CPR Expectations and Reality

Every 12 minutes, someone in this country goes in to cardiac arrest. That's nearly 40,000 Canadians. Their survival often depends on bystanders who know cardiopulmonary resuscitation or CPR.  New CPR guidelines came in to effect in 2010. But according a study just published in the Canadian Medical Association Journal (behind a paywall), those guidelines might be doing more harm than good. ...
Every 12 minutes, someone in this country goes in to cardiac arrest. That's nearly 40,000 Canadians. Their survival often depends on bystanders who know cardiopulmonary resuscitation or CPR.  New CPR guidelines came in to effect in 2010. But according a  study just published in the Canadian Medical Association Journal (behind a paywall), those guidelines might be doing more harm than good. 

Under previous guidelines on CPR, non-medical bystanders - the vast majority of people who do the CPR - were taught to perform chest compressions AND rescue breathing.  The  2010 guidelines on CPR eliminated rescue breathing.  In other words, bystanders were taught to just do chest compressions and ignore the victim's airway. Doctors from Kingston General Hospital and from Hong Kong say the change was premature and potentially hazardous to the survival of people who suffer cardiac arrest.
 
The doctors who wrote the article in CMAJ looked at the evidence behind the changes and concluded that it was biased. Studies that showed that rescue breathing offered no added benefit looked only at cardiac arrests in big hospitals and in big cities with quick paramedic response times. These are situations in which rescue breathing is moot because patients get placed on a ventilator quickly. Studies of cardiac arrest in rural areas with longer response times showed that rescue breathing improved survival substantially.  

As well, the doctors argued that all cardiac arrests should not be treated the same.  Heart stoppages may be due to heart problems such as blocked coronary arteries and valve problems.  But cardiac arrests may also be caused by strokes, kidney and lung problems, and cancer. 

If, for example, the patient has a cardiac arrest from a non-cardiac cause such as drowning - that includes many kids - then rescue breathing improves survival.  The authors' conclusion: if the bystander doesn't want to do mouth to mouth, just tilting the victim's head and lifting the jaw will increase the amount of oxygen the victim receives and increases the chance of being saved.  As the authors concluded, with an average survival rate from cardiac arrest of just fourteen percent, anything that improves survival should not be discarded.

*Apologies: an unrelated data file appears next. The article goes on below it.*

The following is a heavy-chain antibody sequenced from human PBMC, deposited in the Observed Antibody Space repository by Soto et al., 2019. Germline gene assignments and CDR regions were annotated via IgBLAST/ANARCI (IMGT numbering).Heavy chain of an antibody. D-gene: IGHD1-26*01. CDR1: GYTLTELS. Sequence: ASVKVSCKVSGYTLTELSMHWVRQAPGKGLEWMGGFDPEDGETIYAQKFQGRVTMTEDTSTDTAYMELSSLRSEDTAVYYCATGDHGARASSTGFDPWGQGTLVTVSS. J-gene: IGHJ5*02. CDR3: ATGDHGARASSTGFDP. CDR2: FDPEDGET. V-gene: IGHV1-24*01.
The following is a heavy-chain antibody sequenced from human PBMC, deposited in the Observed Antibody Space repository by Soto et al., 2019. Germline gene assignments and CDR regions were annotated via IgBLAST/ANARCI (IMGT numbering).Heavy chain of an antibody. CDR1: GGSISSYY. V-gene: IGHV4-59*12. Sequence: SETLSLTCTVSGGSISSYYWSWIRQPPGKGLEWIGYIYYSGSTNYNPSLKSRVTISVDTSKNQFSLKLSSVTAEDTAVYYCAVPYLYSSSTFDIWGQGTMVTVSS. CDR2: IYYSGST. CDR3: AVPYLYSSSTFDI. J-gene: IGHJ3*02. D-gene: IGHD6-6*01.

The public may be astonished to learn that  studies show the success rate from CPR is as low as 14%. The main reason is that both CPR and defibrillators that shock the heart back into normal rhythm are used in situations in which the chance of success is almost zero. Back in the fifties and early sixties, both CPR and defibrillators were developed to restart the hearts of patients undergoing coronary bypass and other forms of open-heart surgery. These are patients who have witnessed cardiac arrests with all the equipment and personnel on hand to save them. Used  in these sorts of situations, CPR and defibrillators were very successful.  They also have high success rates when someone has a witnessed cardiac arrest at a hockey rink or a casino and there's a defibrillator you can grab off a wall.

Ironically, CPR is least effective when used in hospitalized patients with heart failure, cancer, chronic obstructive pulmonary disease and other serious chronic conditions.  But use it we do because under most ethical codes, we have to try CPR unless the patient or the family signs a form that says "Do Not Attempt Resuscitation."

Patients admitted to hospital and their families are given a realistic picture - that 40% of hospitalized patients who get CPR get their heart going again, but only 10-20% survive long enough to go home.  Despite that,  a recent study found 81% of older people believed they had a better than fifty-fifty chance of going home; 25% believed the odds were greater than ninety percent.  Some think the fault lies with Hollywood.  A  famous study published nearly 20 years ago found that TV series back then showed success rates of 67% - much better odds than reality.  More recent shows like Grey's Anatomy are more accurate.  But  a recent article in the New York Times in the New York Times argues that TV patients tend to be younger than in real life.  And the results on TV are too pat.  TV patients either make a full recovery or die.  But in real life, they might linger in a vegetative state for months and even years. Or, they might have one horrible complication after another. You don't see that on TV.

Fixing misconceptions begins with informing the public. You may recall  the public service ad campaign that taught the public to perform CPR to the beat of Stayin' Alive by the Bee Gees.  Maybe it's time to have a campaign that informs the publics when CPR is likely to be successful and when it isn't.  I think everyone should seek out accurate information from their doctor, the Heart and Stroke Foundation and other reputable sources on survival rates from CPR.  

It would be ideal if everyone thought about whether they want CPR or not when the time comes, but my sense is that many people would rather not think about that, which is too bad in my opinion.

Dr. Brian Goldman is an ER physician and host of White Coat, Black Art, which returns with new episodes this fall.  His latest book The Secret Language of Doctors is published by HarperCollins Canada. 

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